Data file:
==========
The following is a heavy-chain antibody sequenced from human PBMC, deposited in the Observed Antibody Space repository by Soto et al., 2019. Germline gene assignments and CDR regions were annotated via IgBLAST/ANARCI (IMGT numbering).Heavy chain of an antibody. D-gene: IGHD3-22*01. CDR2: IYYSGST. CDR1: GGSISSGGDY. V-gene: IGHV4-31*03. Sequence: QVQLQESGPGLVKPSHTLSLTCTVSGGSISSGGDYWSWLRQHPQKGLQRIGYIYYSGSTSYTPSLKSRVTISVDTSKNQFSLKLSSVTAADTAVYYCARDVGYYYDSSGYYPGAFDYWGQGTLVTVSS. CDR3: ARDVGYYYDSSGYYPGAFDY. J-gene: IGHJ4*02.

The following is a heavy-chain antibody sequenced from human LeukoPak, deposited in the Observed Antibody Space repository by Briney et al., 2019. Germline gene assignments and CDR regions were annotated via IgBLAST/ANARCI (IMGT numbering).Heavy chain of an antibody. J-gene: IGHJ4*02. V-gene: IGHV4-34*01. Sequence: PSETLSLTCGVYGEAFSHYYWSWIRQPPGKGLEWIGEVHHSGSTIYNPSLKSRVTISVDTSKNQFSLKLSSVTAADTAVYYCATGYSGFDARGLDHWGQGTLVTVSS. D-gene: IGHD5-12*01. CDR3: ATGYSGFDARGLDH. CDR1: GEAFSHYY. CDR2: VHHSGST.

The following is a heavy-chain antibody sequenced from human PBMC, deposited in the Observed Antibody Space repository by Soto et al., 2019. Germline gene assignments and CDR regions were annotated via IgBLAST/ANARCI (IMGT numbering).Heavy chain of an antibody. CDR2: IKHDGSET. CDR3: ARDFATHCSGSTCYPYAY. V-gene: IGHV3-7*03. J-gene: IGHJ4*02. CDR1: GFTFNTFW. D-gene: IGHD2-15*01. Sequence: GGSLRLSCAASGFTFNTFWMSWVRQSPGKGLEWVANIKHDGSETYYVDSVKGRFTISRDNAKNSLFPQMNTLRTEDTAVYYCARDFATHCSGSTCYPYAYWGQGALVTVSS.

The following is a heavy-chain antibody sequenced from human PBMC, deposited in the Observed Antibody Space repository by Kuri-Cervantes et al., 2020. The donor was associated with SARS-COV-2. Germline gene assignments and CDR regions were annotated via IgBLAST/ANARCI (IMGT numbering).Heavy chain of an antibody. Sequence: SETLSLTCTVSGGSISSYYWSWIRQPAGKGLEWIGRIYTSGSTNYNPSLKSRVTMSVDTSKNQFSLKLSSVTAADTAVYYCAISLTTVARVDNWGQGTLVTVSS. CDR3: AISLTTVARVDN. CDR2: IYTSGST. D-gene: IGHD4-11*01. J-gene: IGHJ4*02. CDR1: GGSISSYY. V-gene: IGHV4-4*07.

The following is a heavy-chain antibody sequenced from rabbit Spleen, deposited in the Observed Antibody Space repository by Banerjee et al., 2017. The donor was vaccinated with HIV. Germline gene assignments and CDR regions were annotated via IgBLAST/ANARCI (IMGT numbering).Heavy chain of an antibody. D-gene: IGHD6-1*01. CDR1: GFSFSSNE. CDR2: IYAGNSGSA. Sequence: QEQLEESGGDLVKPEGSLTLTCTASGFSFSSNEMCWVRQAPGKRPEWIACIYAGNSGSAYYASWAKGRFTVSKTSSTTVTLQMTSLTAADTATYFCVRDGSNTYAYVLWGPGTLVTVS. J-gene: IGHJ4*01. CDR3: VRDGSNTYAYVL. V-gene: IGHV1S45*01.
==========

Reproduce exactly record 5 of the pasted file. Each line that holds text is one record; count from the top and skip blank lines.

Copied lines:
The following is a heavy-chain antibody sequenced from rabbit Spleen, deposited in the Observed Antibody Space repository by Banerjee et al., 2017. The donor was vaccinated with HIV. Germline gene assignments and CDR regions were annotated via IgBLAST/ANARCI (IMGT numbering).Heavy chain of an antibody. D-gene: IGHD6-1*01. CDR1: GFSFSSNE. CDR2: IYAGNSGSA. Sequence: QEQLEESGGDLVKPEGSLTLTCTASGFSFSSNEMCWVRQAPGKRPEWIACIYAGNSGSAYYASWAKGRFTVSKTSSTTVTLQMTSLTAADTATYFCVRDGSNTYAYVLWGPGTLVTVS. J-gene: IGHJ4*01. CDR3: VRDGSNTYAYVL. V-gene: IGHV1S45*01.